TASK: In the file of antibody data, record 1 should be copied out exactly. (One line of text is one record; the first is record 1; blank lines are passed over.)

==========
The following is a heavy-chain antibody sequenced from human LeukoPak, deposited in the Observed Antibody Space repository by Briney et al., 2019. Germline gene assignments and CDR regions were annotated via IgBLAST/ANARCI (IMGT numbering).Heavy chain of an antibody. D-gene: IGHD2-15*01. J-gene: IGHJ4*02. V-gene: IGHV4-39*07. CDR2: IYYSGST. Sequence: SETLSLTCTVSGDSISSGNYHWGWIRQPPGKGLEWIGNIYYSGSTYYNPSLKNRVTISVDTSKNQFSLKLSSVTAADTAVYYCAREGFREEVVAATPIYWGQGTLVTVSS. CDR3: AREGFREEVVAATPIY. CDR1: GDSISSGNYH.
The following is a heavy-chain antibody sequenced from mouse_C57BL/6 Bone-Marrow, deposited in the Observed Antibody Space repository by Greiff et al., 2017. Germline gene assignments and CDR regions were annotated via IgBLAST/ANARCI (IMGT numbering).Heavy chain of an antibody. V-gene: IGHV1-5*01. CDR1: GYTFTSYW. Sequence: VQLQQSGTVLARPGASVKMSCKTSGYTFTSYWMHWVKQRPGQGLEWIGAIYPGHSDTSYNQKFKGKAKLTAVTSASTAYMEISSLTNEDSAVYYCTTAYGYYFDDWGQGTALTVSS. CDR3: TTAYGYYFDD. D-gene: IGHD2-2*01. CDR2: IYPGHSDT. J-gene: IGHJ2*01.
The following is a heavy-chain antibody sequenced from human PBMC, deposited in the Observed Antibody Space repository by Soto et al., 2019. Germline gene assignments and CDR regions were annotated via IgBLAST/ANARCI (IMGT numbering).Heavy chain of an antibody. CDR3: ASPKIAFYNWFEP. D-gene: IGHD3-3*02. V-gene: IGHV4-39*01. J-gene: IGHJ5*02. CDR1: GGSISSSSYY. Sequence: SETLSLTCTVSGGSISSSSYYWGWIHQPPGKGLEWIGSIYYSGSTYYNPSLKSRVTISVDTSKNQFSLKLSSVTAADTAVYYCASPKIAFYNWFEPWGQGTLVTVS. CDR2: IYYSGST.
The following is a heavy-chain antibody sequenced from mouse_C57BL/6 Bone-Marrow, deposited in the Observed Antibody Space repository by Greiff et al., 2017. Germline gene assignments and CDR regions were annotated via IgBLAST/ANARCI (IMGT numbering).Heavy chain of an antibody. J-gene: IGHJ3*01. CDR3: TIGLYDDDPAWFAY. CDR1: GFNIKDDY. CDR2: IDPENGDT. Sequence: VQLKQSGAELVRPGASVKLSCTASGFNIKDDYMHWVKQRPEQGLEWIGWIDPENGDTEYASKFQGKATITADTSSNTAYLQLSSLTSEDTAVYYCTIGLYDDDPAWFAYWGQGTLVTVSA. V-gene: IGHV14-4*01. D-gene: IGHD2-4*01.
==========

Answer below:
The following is a heavy-chain antibody sequenced from human LeukoPak, deposited in the Observed Antibody Space repository by Briney et al., 2019. Germline gene assignments and CDR regions were annotated via IgBLAST/ANARCI (IMGT numbering).Heavy chain of an antibody. D-gene: IGHD2-15*01. J-gene: IGHJ4*02. V-gene: IGHV4-39*07. CDR2: IYYSGST. Sequence: SETLSLTCTVSGDSISSGNYHWGWIRQPPGKGLEWIGNIYYSGSTYYNPSLKNRVTISVDTSKNQFSLKLSSVTAADTAVYYCAREGFREEVVAATPIYWGQGTLVTVSS. CDR3: AREGFREEVVAATPIY. CDR1: GDSISSGNYH.